Building Friendships from Casual Friends

In most cases, the transition from acquaintance to friendship occurs gradually. We reach out to offer friendship by offering a potential friend caring, listening, talking, sharing, accepting, and affirming. It takes time and effort to build a friendship. They are built slowly, slowly, slowly…

Yet, nothing can add more to your life than having truly intimate friends. “Just friends” is a goal worth pursuing!

Attending builds friendships and acknowledging builds friendships. Friendships require equality and friendships require loyalty from friends. It takes three years to build true friendship.

Friendships can take up to three years to build! And building friendships is much the same for children as adults, but a bit quicker!

Self-Disclosure builds friendships.

Self-disclosure is usually the first step in establishing a confidant. And it is scary because of the potential rejection factor. Do it anyway!

Start by sharing a few private thoughts and/or feelings with one person you might want for a close friend. If the person is responsive, he/she will usually share a personal thought or two with you.

If he/she is not responsive to your overtures, don’t think of this as a rejection.People may be non-responsive for reasons of their own or merely as a perception of yours. Nevertheless, they can’t be rejecting you because they don’t even know you yet.

Listening and acknowledging builds friendships.

Often when your child, lover/partner, or friend tells you a story or voices a complaint, he/she is just asking for acknowledgment.

This does not mean that he/she wants agreement or compliance; it merely indicates a desire to be heard and understood.

Try these three steps to acknowledgment:

  • Repeat back.
  • Don’t invalidate.
  • Don’t try to change.
  • Don’t problem solve.

Many conflicts in your personal relationships can be avoided if you will take the time to acknowledge other’s feelings and points of view. For more information about acknowledgement, click here.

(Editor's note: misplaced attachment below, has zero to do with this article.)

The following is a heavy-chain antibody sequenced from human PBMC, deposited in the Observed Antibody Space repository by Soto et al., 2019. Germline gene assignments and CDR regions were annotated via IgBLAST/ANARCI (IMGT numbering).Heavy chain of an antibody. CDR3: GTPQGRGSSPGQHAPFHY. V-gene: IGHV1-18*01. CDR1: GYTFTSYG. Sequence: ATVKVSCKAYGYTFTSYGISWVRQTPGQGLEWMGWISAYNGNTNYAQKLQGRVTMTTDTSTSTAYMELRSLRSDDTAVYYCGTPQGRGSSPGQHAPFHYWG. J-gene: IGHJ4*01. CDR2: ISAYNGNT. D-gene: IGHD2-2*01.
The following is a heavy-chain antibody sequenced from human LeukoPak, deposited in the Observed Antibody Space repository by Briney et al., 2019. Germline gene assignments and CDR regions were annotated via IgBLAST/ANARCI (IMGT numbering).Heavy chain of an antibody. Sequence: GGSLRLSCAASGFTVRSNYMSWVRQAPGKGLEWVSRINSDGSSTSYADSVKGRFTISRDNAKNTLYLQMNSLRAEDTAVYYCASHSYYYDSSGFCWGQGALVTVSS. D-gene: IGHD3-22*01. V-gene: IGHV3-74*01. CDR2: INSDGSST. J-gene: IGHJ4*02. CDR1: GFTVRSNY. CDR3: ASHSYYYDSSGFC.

Listening and attending builds friendships.

Paying attention to someone is called “attending.” It means that your ears, your eyes, your body and your feelings are all focused on that person at one time. Attending is a very important part of any relationship. It includes:

  • Being there physically
  • Focusing
  • Eye contact

Looking at and focusing on another person shows that you are “there for him/her.”

Talking Is a Primary Building Block of Friendships.

Talking is an integral component of friendship.

When a friend talks and reveals ideas or feelings, he/she is expecting shared information in return. When the talk is not equal, the person talking feels as if the listener is uninterested.

In fact, the person who is always the listener is really playing the role of a counselor, not a friend. Anytime you have been talking for more than a minute or two without participation from the person you are talking to, you are lecturing, bossing, or putting that person in the role of a counselor.

Loyalty, Equality, and Respect build friendship.

Friends are equal. Without equality, you can’t have a close friendship.

Friends are loyal and trustworthy. No one can confide in someone they can not trust to be loyal and to keep his/her secrets.

Friends have similar values. Our value system is so important to us that our friends’ values must be close to our own or we will not have respect for this friend.

Allow Time for Friendships to Grow!

Jan Yager, Ph.D. , author of Friendshifts, says that it takes at least three years for “best friends” to evolve. She writes, “One of the reasons tried-and-true friendships take three years to evolve is that working through initial conflicts will determine if a friendship has staying power.”

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